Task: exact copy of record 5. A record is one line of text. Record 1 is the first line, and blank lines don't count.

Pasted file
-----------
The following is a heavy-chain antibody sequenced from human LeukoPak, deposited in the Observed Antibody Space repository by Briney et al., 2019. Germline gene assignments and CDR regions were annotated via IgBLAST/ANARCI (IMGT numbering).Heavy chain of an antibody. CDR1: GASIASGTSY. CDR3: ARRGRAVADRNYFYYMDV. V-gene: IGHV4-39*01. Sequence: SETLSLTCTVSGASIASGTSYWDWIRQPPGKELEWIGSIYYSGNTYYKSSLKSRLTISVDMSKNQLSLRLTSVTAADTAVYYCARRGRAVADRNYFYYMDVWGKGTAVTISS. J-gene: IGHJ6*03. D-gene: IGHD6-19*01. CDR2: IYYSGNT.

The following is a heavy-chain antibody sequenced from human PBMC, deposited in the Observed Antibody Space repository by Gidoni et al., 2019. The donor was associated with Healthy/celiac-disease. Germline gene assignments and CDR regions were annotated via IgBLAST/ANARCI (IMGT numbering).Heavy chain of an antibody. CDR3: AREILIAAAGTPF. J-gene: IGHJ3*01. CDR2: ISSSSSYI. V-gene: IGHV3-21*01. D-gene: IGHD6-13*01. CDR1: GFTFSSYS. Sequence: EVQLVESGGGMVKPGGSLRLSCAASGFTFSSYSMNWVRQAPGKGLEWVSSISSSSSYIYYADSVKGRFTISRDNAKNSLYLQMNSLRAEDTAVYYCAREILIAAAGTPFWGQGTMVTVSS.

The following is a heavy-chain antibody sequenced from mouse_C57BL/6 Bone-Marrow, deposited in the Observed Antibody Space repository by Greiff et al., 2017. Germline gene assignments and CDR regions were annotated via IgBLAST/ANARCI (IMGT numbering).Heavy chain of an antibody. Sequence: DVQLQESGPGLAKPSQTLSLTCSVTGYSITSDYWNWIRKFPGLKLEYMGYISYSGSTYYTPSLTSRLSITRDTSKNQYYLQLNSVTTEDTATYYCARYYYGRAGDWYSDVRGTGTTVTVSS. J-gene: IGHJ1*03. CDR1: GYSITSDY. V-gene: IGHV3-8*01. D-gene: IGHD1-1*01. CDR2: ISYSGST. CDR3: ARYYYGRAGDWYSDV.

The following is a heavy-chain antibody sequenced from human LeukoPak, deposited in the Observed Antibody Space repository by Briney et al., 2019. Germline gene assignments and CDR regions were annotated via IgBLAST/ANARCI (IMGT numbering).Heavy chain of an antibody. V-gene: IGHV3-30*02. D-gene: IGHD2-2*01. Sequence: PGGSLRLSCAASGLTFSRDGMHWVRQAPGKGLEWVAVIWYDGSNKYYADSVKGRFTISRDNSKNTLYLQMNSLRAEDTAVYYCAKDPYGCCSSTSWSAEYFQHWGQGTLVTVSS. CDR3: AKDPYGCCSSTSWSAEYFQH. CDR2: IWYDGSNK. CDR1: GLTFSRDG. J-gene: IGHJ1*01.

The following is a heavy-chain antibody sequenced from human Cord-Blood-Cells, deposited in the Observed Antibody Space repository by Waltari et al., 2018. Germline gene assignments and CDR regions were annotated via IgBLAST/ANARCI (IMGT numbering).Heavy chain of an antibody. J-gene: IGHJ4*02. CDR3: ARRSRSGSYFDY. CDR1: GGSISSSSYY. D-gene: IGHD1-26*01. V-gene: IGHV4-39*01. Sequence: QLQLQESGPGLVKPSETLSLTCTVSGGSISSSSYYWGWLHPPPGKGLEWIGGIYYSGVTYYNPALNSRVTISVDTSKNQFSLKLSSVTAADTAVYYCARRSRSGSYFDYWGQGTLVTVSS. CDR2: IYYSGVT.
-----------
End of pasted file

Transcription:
The following is a heavy-chain antibody sequenced from human Cord-Blood-Cells, deposited in the Observed Antibody Space repository by Waltari et al., 2018. Germline gene assignments and CDR regions were annotated via IgBLAST/ANARCI (IMGT numbering).Heavy chain of an antibody. J-gene: IGHJ4*02. CDR3: ARRSRSGSYFDY. CDR1: GGSISSSSYY. D-gene: IGHD1-26*01. V-gene: IGHV4-39*01. Sequence: QLQLQESGPGLVKPSETLSLTCTVSGGSISSSSYYWGWLHPPPGKGLEWIGGIYYSGVTYYNPALNSRVTISVDTSKNQFSLKLSSVTAADTAVYYCARRSRSGSYFDYWGQGTLVTVSS. CDR2: IYYSGVT.